I’m having a marvellous midlife crisis.
It involves wrapping my hands around something long and hard. (Minds out of the gutter: this is not another confession.)
Behold my electric guitar.
As you can tell from the t-shirt, my musical tastes haven’t moved much past punk. So I was somewhat bemused when a colleague said I was “trying to impress the Gen Ys” when I wore this outfit to work at 2UE.
Memo, young man: I don’t give a flying funk what you think about me; I wear this t-shirt because I like it.
It’s one of the wonderful things about getting older.
And I’m not the only one.
According to a new study of more than 4000 Australian and New Zealand women over the age of 40, the vast majority don’t feel defined by their age: almost 9 out of 10 feel younger than their years; 3 in 10 feel “a lot” younger.
It seems to be a golden stage, for women of a certain age.
“You become comfortable in your own skin,” 58-year-old Karen Chaston, from Sydney, says. “Nothing bothers us any more.”
She gave up an unsatisfying corporate job to create BraveHeart Women Australia, writing a series of books to inspire others.
“I’m doing more things than I’ve ever done before, because I always say ‘yes’ to everything,” she says.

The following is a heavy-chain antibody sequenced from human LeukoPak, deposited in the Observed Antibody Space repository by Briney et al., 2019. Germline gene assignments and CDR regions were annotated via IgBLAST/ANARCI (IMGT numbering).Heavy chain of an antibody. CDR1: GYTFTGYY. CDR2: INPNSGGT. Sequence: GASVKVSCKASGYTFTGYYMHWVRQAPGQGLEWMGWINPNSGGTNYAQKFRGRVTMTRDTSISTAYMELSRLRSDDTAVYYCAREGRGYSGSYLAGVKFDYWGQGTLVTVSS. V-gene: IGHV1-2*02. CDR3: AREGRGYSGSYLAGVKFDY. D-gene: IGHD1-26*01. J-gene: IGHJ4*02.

Women like Karen are vibrant, smart, and full of character. So why do we still see ourselves misrepresented in popular culture?
“Old, elderly, unimportant, frumpy, dowdy and unfashionable” are the words used by women in the survey, to describe media depictions of them.
In film, TV, magazines and online, we’re told we should look younger; ageing is seen as unnatural.
While three quarters of those surveyed want to see women their age represented appropriately, 8 in 10 say this isn’t happening.
Sadly, 78 per cent say they’ve felt “invisible” when engaging outside their circle of family and friends.
Almost a third feel discriminated against because of their age.
“For women in particular, ageism is the new sexism,” Age Discrimination Commissioner Susan Ryan says.
Karen says she was invisible in corporate life, excluded from male-dominated conversations about the footy.
It’s something I’ve struggled with, too, after losing my full-time TV job due to discrimination.